BUT, Java is about to get a face-lift because the Java2D team at Sun are working on a proper Direct3D pipeline for Java2D, which hopefully will not have the stability issues of OGL.  Also, our hero CaptainJester is endeavoring to build a D3D binding in LWJGL.

see http://weblogs.java.net/blog/chet/archive/2007/05/consumer_jre_le.html (read the part under the Windows Graphics heading)
http://www.java-gaming.org/forums/index.php?topic=16985.msg133298#msg133298 (LWJGL & direct3d)

Keith
You're totally off on your statement that flash uses directx. It doesnt, it just uses software rendering, because Flash is somewhat like Java multiplatform. It runs on 99% of all computers, you certainly cant achieve such thing when you integrate directX for rendering. I havent seen any state of the art Flash 3D Games either Wink The best there is, is papervision 3D, which is able to render about 1000 to 2000 poly max on screen, and uses software rendering aswell.
Offline oNyx

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« Reply #38 - Posted 2007-07-23 15:48:36 »

>The developer should be able to define his own splash screen.

Well, you can... with -splash.
1  
2  
 -splash:<imagepath>
               show splash screen with specified image


>Are Applets really that unattractive, that WebStart is more attractive?

Yes, they are.

>[...]IMO you should not release larger games as WebStartable, you would want the user to download some
>install program and then set it up on the computer[...]

Well, you can use some installer and pre-populate the jws cache with your app. This way you can still utilize the updating function under the hood.

I think, however, that jws is currently only good for opensource, freeware or beta testing.

---

And yes, there is no acceleration in Flash. There is only accelerated canvas scaling (fullscreen mode) on some platforms with the latest player.

弾幕 ☆ @mahonnaiseblog
Offline keldon85

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« Reply #39 - Posted 2007-07-23 15:54:26 »

I thought that the Java Quake 2 web start done it correctly, although could not handle (a) FTP servers that were down and (b) FTP servers requiring a password. But once I selected the ts.berlin (or whatever it's called) it worked like a treat!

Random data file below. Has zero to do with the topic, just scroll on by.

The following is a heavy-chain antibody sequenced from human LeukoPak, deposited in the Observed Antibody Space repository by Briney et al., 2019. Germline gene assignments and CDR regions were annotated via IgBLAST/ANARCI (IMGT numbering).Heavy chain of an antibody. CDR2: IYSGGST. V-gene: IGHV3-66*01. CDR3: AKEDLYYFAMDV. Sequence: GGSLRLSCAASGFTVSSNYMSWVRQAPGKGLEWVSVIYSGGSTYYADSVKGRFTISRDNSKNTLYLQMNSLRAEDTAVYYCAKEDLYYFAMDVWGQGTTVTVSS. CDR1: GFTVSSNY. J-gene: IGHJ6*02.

I have seen many web start applications installing itself for no apparent reason, and sometimes applets just aren't attractive. Having said that it's been fine for flash, but at least allows you to be able to close your browser window and play the game. You are right about the uncertainty over what it will do, usually I have to go into control panel and remove it. I used to copy the jnlp files and launch them from wherever I stored them at uni; I had no idea how jnlp files worked back then but the soda constructor was a great example of its use for me.

Jnlp files tend to be used where Jar files would have in the past. Also Sun should have web start applications organised by domain name (first) with the option of being able to organize them later whenever they are installed.

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Offline erikd

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« Reply #40 - Posted 2007-07-23 17:56:22 »

Quote
I think, however, that jws is currently only good for opensource, freeware or beta testing.

Hm, I give JWS a little more credit than that. Wurm Online is a good example where JWS makes perfect sense and where it's used well.

Offline princec

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« Reply #41 - Posted 2007-07-23 19:29:23 »

Webstart's not popular with random punters though. Works in a corporate environment well but not so good in the internet at large. It's a sort of remote installer with most of the features you want missing. NSIS all the way for me.

Cas Smiley